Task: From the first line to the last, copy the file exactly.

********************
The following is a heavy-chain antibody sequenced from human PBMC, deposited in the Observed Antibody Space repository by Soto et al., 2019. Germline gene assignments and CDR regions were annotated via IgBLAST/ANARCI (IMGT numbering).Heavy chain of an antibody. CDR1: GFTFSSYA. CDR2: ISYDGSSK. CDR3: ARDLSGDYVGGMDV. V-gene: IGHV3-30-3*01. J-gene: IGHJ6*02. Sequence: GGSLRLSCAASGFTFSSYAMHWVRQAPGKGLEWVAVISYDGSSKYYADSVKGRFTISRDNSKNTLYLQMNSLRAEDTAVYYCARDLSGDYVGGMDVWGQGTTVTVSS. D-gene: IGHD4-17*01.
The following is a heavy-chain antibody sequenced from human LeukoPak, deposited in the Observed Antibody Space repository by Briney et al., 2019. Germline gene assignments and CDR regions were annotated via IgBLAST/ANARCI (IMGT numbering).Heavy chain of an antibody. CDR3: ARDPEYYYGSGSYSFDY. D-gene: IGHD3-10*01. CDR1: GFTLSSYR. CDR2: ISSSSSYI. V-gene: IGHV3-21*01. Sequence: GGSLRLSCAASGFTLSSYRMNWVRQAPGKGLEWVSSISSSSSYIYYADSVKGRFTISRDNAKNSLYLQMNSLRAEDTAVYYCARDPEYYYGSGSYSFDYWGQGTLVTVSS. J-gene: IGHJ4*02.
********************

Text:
The following is a heavy-chain antibody sequenced from human PBMC, deposited in the Observed Antibody Space repository by Soto et al., 2019. Germline gene assignments and CDR regions were annotated via IgBLAST/ANARCI (IMGT numbering).Heavy chain of an antibody. CDR1: GFTFSSYA. CDR2: ISYDGSSK. CDR3: ARDLSGDYVGGMDV. V-gene: IGHV3-30-3*01. J-gene: IGHJ6*02. Sequence: GGSLRLSCAASGFTFSSYAMHWVRQAPGKGLEWVAVISYDGSSKYYADSVKGRFTISRDNSKNTLYLQMNSLRAEDTAVYYCARDLSGDYVGGMDVWGQGTTVTVSS. D-gene: IGHD4-17*01.
The following is a heavy-chain antibody sequenced from human LeukoPak, deposited in the Observed Antibody Space repository by Briney et al., 2019. Germline gene assignments and CDR regions were annotated via IgBLAST/ANARCI (IMGT numbering).Heavy chain of an antibody. CDR3: ARDPEYYYGSGSYSFDY. D-gene: IGHD3-10*01. CDR1: GFTLSSYR. CDR2: ISSSSSYI. V-gene: IGHV3-21*01. Sequence: GGSLRLSCAASGFTLSSYRMNWVRQAPGKGLEWVSSISSSSSYIYYADSVKGRFTISRDNAKNSLYLQMNSLRAEDTAVYYCARDPEYYYGSGSYSFDYWGQGTLVTVSS. J-gene: IGHJ4*02.